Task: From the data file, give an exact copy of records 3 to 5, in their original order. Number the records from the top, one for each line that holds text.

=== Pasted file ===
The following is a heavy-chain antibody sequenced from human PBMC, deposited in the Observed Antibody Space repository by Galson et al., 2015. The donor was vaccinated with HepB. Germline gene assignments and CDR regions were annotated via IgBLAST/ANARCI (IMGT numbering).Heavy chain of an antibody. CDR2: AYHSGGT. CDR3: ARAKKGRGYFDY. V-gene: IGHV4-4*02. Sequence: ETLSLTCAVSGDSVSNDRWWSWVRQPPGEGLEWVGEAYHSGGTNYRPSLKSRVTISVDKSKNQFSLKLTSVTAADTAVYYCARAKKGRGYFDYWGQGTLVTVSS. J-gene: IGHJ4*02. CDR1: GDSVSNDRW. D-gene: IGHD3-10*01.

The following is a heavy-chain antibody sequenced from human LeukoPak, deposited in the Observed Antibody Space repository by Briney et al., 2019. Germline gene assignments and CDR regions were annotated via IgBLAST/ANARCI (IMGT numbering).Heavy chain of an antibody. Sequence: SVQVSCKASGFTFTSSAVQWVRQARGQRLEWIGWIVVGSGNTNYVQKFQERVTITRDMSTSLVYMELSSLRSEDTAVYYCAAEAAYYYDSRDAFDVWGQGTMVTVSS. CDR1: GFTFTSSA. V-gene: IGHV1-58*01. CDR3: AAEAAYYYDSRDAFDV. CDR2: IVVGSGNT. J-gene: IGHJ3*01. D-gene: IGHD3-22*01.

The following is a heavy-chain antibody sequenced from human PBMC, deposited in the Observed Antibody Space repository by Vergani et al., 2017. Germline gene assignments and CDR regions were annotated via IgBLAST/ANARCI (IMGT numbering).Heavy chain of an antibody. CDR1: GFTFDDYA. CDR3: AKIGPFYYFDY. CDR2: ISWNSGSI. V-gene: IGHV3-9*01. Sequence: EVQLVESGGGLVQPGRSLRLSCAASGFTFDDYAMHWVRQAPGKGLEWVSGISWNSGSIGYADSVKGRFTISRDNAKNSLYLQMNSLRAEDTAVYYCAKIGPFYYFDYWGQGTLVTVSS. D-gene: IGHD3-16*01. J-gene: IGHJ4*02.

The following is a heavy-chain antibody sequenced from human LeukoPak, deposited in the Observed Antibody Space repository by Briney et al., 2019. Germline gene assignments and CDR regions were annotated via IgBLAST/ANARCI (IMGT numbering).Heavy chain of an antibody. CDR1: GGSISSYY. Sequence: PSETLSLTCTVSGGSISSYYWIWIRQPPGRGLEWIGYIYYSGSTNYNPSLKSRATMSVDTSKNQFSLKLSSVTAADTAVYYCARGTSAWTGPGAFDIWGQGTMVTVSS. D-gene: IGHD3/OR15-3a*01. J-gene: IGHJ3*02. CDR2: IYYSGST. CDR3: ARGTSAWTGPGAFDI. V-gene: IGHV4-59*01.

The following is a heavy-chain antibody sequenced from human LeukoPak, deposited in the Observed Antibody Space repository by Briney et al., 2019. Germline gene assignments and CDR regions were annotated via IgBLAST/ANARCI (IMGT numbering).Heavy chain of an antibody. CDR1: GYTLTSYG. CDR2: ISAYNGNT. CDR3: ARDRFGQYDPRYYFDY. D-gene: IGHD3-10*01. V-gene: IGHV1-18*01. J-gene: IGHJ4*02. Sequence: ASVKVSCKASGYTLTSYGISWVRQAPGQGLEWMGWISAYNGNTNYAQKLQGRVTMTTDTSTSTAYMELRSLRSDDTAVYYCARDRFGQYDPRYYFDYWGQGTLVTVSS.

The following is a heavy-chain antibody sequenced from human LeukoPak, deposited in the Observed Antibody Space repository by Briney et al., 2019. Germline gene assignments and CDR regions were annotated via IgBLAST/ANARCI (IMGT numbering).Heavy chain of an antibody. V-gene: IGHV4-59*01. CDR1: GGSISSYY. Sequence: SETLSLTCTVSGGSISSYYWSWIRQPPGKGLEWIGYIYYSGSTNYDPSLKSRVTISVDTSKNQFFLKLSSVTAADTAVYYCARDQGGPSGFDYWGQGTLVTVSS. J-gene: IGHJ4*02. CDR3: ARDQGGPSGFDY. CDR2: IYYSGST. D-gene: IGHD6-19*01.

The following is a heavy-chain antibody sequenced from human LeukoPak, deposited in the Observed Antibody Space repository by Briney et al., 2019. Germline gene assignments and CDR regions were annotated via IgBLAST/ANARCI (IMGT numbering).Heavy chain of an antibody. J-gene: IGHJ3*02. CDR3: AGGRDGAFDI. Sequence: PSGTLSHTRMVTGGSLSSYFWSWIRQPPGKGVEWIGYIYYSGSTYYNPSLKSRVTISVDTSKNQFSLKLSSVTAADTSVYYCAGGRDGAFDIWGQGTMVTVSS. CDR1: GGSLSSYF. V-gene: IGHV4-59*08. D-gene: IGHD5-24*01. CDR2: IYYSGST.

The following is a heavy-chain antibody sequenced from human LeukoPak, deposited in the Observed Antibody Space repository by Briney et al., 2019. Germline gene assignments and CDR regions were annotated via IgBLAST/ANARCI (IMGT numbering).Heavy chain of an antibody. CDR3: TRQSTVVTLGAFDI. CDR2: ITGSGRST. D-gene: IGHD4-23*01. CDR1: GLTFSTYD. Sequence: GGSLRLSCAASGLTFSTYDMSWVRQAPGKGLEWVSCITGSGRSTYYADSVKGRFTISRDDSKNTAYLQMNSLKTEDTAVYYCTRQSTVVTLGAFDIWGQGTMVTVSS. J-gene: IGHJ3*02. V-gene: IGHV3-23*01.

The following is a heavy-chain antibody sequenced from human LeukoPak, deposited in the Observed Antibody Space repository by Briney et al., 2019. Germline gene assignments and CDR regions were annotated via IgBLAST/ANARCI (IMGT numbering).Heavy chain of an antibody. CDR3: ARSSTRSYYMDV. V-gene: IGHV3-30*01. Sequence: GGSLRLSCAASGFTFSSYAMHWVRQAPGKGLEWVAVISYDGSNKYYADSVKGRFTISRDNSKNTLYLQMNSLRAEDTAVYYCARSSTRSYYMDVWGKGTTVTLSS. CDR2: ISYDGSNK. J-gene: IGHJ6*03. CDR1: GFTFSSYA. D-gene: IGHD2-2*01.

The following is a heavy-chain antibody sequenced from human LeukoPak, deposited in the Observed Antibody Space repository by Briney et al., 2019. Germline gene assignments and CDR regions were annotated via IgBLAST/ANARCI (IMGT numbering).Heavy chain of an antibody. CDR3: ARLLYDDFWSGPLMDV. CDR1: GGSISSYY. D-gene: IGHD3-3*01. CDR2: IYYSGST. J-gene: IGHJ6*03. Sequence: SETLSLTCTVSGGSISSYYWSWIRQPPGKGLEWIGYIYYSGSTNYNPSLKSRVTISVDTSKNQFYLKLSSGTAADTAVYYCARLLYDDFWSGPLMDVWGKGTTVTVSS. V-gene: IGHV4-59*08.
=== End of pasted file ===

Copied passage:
The following is a heavy-chain antibody sequenced from human PBMC, deposited in the Observed Antibody Space repository by Vergani et al., 2017. Germline gene assignments and CDR regions were annotated via IgBLAST/ANARCI (IMGT numbering).Heavy chain of an antibody. CDR1: GFTFDDYA. CDR3: AKIGPFYYFDY. CDR2: ISWNSGSI. V-gene: IGHV3-9*01. Sequence: EVQLVESGGGLVQPGRSLRLSCAASGFTFDDYAMHWVRQAPGKGLEWVSGISWNSGSIGYADSVKGRFTISRDNAKNSLYLQMNSLRAEDTAVYYCAKIGPFYYFDYWGQGTLVTVSS. D-gene: IGHD3-16*01. J-gene: IGHJ4*02.

The following is a heavy-chain antibody sequenced from human LeukoPak, deposited in the Observed Antibody Space repository by Briney et al., 2019. Germline gene assignments and CDR regions were annotated via IgBLAST/ANARCI (IMGT numbering).Heavy chain of an antibody. CDR1: GGSISSYY. Sequence: PSETLSLTCTVSGGSISSYYWIWIRQPPGRGLEWIGYIYYSGSTNYNPSLKSRATMSVDTSKNQFSLKLSSVTAADTAVYYCARGTSAWTGPGAFDIWGQGTMVTVSS. D-gene: IGHD3/OR15-3a*01. J-gene: IGHJ3*02. CDR2: IYYSGST. CDR3: ARGTSAWTGPGAFDI. V-gene: IGHV4-59*01.

The following is a heavy-chain antibody sequenced from human LeukoPak, deposited in the Observed Antibody Space repository by Briney et al., 2019. Germline gene assignments and CDR regions were annotated via IgBLAST/ANARCI (IMGT numbering).Heavy chain of an antibody. CDR1: GYTLTSYG. CDR2: ISAYNGNT. CDR3: ARDRFGQYDPRYYFDY. D-gene: IGHD3-10*01. V-gene: IGHV1-18*01. J-gene: IGHJ4*02. Sequence: ASVKVSCKASGYTLTSYGISWVRQAPGQGLEWMGWISAYNGNTNYAQKLQGRVTMTTDTSTSTAYMELRSLRSDDTAVYYCARDRFGQYDPRYYFDYWGQGTLVTVSS.